Rid country of fake academic papers menace

Fake certificates

Fake academic certificates found when two suspects were arrested in Eldoret town on October 30, 2019. 

Photo credit: File | Nation Media Group

The country’s future looks dark and gloomy, our education system is losing meaning and relevance and employers can no longer trust our graduates, locally and abroad. On service delivery, we are victims of fraud and forgery. The principal contributor is the presence of forged and fake certificates, which should worry us.

Thousands of counterfeit diplomas and degrees from recognised universities have been used by individuals to gain undeserved prestige and jobs. Fake certification is a dark business enterprise growing in a multi-billion-shilling industry. But it is bad news for the integrity and the efficiency of our output in the work environment.

Hiring people with fabricated credentials often results in operational errors and incompetence for employers, loss of public trust in public office holders, loss of image for the nation and reputational harm for employers, which can take years to rectify.

The Kenya National Qualifications Authority (KNQA) reports that 30 per cent of public officials possess a false certificate in one form or another. Despite the public accountability processes and oversight, academic cheats still find their way into employment, locking genuine qualification holders out of the limited job opportunities. This is grossly unfair. Honest people and employers have a responsibility to end this state of affairs. The trumpet has been sounded and the goodwill extended.

EACC investigations have identified five ways through which academic dishonesty is propagated in the country. One, academic dishonesty can entail changing high school grades to get admission into an institution of higher learning. Two, outright forgery of documents to secure employment after failing to graduate from university. Three, altering university grades to make it appear as if one attained higher degree classification or GPA. Four, forgery of higher qualifications, like master’s and PhD degrees, which one did not study for. Lastly, impersonation by posing as the owner of a certificate.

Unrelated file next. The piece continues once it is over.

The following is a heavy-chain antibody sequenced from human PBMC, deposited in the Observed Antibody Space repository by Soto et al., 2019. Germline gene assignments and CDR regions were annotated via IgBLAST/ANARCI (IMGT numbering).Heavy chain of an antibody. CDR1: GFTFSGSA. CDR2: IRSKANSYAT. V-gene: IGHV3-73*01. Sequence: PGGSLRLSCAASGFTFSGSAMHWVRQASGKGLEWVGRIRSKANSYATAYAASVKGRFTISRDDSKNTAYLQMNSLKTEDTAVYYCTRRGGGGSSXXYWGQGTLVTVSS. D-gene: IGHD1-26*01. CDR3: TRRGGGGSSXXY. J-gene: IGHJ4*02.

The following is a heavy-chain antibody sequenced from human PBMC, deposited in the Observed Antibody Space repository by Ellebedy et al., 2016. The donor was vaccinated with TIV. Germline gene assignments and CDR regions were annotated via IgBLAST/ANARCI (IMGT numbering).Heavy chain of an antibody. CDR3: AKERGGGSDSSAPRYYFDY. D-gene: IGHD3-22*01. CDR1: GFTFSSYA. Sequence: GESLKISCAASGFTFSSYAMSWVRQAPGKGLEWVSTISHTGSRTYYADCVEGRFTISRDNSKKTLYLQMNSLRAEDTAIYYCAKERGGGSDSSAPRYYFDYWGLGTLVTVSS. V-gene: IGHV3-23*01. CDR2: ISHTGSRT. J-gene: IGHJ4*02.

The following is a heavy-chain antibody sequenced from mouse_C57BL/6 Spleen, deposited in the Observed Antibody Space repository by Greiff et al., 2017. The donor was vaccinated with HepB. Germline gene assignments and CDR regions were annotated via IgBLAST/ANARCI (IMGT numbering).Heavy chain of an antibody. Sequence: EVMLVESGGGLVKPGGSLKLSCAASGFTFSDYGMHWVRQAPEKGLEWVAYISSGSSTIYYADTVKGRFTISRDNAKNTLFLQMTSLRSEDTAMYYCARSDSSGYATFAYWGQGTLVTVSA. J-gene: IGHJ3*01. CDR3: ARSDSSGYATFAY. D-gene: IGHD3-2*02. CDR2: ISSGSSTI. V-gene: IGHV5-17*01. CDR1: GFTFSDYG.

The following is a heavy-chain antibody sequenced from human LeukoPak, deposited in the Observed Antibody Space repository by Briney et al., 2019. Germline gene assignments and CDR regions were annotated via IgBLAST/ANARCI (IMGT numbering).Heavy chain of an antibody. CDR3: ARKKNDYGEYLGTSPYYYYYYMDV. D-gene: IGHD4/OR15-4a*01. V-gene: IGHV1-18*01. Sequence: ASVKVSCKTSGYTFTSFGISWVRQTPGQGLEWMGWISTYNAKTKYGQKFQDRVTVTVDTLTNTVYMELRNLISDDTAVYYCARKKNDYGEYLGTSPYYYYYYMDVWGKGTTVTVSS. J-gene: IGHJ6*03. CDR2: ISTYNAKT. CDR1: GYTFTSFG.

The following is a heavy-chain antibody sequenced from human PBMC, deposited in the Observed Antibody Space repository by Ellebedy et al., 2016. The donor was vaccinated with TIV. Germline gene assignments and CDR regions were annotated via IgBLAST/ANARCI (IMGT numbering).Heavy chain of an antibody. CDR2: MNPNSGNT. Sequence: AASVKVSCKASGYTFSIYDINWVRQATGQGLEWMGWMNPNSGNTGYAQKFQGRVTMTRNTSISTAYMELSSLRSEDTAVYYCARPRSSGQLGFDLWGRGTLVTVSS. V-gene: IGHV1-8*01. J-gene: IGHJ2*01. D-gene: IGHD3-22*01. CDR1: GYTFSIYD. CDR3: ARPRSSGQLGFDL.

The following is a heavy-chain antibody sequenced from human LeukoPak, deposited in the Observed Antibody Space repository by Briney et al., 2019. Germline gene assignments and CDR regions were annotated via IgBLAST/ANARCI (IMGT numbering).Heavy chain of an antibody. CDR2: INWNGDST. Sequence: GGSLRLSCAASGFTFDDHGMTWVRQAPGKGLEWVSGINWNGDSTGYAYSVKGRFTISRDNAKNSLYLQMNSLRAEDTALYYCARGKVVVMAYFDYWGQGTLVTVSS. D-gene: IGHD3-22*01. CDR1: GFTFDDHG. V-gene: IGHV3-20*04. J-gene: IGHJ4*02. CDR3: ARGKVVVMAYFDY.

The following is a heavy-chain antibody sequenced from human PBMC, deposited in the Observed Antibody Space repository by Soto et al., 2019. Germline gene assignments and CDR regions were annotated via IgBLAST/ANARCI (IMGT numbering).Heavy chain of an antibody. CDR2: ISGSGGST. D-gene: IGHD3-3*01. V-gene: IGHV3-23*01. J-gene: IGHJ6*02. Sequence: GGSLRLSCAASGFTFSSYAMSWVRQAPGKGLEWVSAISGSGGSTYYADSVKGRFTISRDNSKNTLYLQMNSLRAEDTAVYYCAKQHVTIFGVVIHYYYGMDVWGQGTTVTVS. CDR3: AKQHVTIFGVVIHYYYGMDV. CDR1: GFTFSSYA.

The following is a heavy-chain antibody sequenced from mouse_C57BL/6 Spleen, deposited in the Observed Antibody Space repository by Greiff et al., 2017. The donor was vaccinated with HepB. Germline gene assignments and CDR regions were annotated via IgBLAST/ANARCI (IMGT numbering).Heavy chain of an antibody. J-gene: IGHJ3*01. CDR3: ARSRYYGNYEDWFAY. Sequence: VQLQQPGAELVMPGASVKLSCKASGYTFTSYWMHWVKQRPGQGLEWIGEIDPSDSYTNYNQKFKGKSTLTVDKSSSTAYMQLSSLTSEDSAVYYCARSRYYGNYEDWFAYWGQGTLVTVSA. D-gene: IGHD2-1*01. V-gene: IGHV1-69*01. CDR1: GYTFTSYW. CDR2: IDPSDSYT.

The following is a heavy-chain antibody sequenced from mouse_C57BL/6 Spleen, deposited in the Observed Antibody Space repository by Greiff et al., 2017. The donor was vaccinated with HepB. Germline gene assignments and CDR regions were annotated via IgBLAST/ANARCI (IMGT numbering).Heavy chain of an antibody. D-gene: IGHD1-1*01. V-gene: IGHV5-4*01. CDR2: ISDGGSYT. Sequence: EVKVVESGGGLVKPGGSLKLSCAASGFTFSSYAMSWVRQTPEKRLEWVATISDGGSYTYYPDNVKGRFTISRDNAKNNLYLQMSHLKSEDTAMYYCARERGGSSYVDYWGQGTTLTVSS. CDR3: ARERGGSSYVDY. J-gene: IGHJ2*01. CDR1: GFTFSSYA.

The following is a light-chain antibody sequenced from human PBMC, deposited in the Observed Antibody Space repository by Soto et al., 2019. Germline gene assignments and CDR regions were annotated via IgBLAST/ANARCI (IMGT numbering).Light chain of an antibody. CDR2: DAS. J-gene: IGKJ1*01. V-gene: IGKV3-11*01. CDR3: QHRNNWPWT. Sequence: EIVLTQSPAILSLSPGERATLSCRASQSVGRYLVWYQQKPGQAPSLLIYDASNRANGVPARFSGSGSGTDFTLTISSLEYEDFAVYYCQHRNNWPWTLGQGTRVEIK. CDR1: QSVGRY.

All must make integrity and hard work pay. Stakeholders should value quality education. Employers, learning institutions and professional bodies should conduct background checks and demand certified copies of certificates before granting employment, admission or registration to anyone.

KNQA should have proper mechanisms and timelines to authenticate internationally attained qualifications, benchmarked with standard international credential assessment processes. Kenyans, and employers, should be obligated to report all suspected cases of academic dishonesty for prosecution. Employers should reward academic integrity and stringently deal with the fraudsters. The government can establish a task force to crack down on the production and distribution of fake certificates.

The country should classify its occupational skills, eventually detaching Kenyans from their appetite for higher qualifications and ensuring a renewed focus on acquiring skills. That means value will be attached to skills and not academic degrees.

- Dr Omai, PhD, is an anti-corruption crusader and governance consultant. [email protected].